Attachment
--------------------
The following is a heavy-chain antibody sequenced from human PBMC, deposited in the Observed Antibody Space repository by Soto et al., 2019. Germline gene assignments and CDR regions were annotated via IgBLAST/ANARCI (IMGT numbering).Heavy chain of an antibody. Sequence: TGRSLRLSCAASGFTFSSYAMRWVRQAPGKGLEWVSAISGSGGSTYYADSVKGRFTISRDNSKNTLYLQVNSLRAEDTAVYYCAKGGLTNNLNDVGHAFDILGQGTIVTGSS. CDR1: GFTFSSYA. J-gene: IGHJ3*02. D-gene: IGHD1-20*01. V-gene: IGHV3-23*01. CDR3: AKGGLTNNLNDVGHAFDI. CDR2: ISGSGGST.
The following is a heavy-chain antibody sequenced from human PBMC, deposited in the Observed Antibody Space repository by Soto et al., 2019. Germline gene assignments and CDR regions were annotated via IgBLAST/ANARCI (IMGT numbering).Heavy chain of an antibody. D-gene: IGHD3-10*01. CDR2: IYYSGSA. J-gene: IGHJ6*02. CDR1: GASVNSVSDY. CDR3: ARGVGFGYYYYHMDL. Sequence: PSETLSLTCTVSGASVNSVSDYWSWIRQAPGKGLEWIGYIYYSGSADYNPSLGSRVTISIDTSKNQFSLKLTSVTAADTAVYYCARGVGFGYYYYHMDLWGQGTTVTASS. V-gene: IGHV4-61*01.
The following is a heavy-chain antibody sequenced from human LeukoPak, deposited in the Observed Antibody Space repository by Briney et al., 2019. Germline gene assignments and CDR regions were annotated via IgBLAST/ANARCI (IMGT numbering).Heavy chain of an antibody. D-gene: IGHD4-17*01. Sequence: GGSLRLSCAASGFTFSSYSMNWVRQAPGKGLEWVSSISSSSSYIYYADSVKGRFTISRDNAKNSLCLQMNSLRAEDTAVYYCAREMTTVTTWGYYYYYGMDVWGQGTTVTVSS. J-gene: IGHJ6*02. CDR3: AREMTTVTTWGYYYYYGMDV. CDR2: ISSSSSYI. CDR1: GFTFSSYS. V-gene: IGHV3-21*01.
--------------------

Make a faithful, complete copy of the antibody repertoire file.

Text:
The following is a heavy-chain antibody sequenced from human PBMC, deposited in the Observed Antibody Space repository by Soto et al., 2019. Germline gene assignments and CDR regions were annotated via IgBLAST/ANARCI (IMGT numbering).Heavy chain of an antibody. Sequence: TGRSLRLSCAASGFTFSSYAMRWVRQAPGKGLEWVSAISGSGGSTYYADSVKGRFTISRDNSKNTLYLQVNSLRAEDTAVYYCAKGGLTNNLNDVGHAFDILGQGTIVTGSS. CDR1: GFTFSSYA. J-gene: IGHJ3*02. D-gene: IGHD1-20*01. V-gene: IGHV3-23*01. CDR3: AKGGLTNNLNDVGHAFDI. CDR2: ISGSGGST.
The following is a heavy-chain antibody sequenced from human PBMC, deposited in the Observed Antibody Space repository by Soto et al., 2019. Germline gene assignments and CDR regions were annotated via IgBLAST/ANARCI (IMGT numbering).Heavy chain of an antibody. D-gene: IGHD3-10*01. CDR2: IYYSGSA. J-gene: IGHJ6*02. CDR1: GASVNSVSDY. CDR3: ARGVGFGYYYYHMDL. Sequence: PSETLSLTCTVSGASVNSVSDYWSWIRQAPGKGLEWIGYIYYSGSADYNPSLGSRVTISIDTSKNQFSLKLTSVTAADTAVYYCARGVGFGYYYYHMDLWGQGTTVTASS. V-gene: IGHV4-61*01.
The following is a heavy-chain antibody sequenced from human LeukoPak, deposited in the Observed Antibody Space repository by Briney et al., 2019. Germline gene assignments and CDR regions were annotated via IgBLAST/ANARCI (IMGT numbering).Heavy chain of an antibody. D-gene: IGHD4-17*01. Sequence: GGSLRLSCAASGFTFSSYSMNWVRQAPGKGLEWVSSISSSSSYIYYADSVKGRFTISRDNAKNSLCLQMNSLRAEDTAVYYCAREMTTVTTWGYYYYYGMDVWGQGTTVTVSS. J-gene: IGHJ6*02. CDR3: AREMTTVTTWGYYYYYGMDV. CDR2: ISSSSSYI. CDR1: GFTFSSYS. V-gene: IGHV3-21*01.